I have spent the last few weeks travelling in Europe, principally in Italy.
I have seen many wonders to refresh the soul, but as you travel through popular Cities and Resorts, you cannot escape the throng that is now modern day tourism. Each day, resorts are awash with the daily influx of holidaymakers, eager it seems to tick off that sight or experience from their bucket list.
Each destination has of course to face its challenges; Venice being one of them. Many tourists are trapped in the main canal thoroughfares, paying exacting prices for that Venetian experience. However, a short walk away from the main tourist areas reveals quaint and narrow canal passageways, peppered with small bars and restaurants which offer fine food and hospitality.
The main thoroughfare however is around St Mark's Basilica, its Square and the waterfront by the Doge's Palace. Hordes of tourists, with 'follow my brolly' tours whizz past in a frantic froth, some stretching to hear where they are, whilst others gaze at the ground in silence listening to their guide espouse some aspect of history through their ear-pieces.
I noticed one man trying to take a photograph of his wife with a rose, obviously bought from one of the many rose-sellers. I offered to take a photograph of them both and with his American twang, he instructed me how to optimise the best photo using his camera phone. Once taken and approved they asked us where we were from. My wife responded that we were from the UK. In response, his wife stated, 'Oh, you're British; but you speak English'. We continued the conversation without a blink of the eye and discovered that they hadn't apparently spoken to anyone other than themselves for several days, because they did not think people would understand them.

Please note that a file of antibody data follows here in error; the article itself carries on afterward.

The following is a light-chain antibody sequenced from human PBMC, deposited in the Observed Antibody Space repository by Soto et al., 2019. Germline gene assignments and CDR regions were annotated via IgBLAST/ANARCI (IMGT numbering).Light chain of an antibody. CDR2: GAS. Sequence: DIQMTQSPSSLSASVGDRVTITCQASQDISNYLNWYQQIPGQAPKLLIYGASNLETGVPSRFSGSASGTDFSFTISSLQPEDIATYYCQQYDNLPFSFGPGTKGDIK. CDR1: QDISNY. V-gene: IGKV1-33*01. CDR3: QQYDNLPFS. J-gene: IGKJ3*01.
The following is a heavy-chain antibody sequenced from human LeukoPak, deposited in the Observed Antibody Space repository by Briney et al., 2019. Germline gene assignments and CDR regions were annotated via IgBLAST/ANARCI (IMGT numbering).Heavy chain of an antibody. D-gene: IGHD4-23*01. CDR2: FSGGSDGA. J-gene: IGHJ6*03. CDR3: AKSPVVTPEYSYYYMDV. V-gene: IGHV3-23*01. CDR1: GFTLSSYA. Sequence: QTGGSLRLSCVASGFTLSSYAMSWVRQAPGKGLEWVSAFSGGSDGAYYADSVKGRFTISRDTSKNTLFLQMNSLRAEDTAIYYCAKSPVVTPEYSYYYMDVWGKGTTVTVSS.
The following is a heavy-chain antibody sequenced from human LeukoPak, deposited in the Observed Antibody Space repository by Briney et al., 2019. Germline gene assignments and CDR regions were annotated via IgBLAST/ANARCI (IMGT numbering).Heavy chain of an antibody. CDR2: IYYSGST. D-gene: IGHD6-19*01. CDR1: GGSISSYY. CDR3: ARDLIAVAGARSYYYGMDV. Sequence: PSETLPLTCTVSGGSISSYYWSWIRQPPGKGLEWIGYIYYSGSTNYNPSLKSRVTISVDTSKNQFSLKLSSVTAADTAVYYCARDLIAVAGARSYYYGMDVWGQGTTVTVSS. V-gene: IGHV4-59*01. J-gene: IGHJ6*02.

As we left these gentle adventurers behind, I would recommend that if you get the chance, sit in one of the waterfront bars and gaze toward the beautiful islands and their churches and buildings across the lagoon.
But, you need to be prepared, for as the afternoon stretches into the early evening, several colossus will appear and glide slowly and carefully across the lagoon into the Adriatic. These giant cruise ships offered their passengers that unique glimpse from the upper decks, of the sights around St Mark's Square, then turning their backs against the City until their next return.
As I walked through the back streets of Venice, I saw protest banners hanging from balconies calling for the end of these leviathan cruise ships from entering the lagoon; I think I agree with them, there is something obscene and out of place with their presence - the final piece of the jig-saw in turning Venice into a theme park?
I think that Tourism is such a precious experience, that it is in danger of overcrowding those precious gems around the world. What kind of experience can you be said to have had if you are simply frog-marched around a destination; do you actually care that you are missing a moment to savour a simple sight or sound? What kind of tourism delivers the belief that only your own language, food or culture can deliver the goods; should you have left home in the first place if you are not willing to stretch out and sample life elsewhere? Does gliding past centuries of history because you have the money to do so offer respect to that history, its environment or the people who live there?
I believe that tourism can deliver many experiences for many different tastes, but, must it be delivered at haste and only with a tick-box mentality; shouldn't we think about the the destination, our footprint and the people who live there who could perhaps deliver a richer experience?Suggest a correction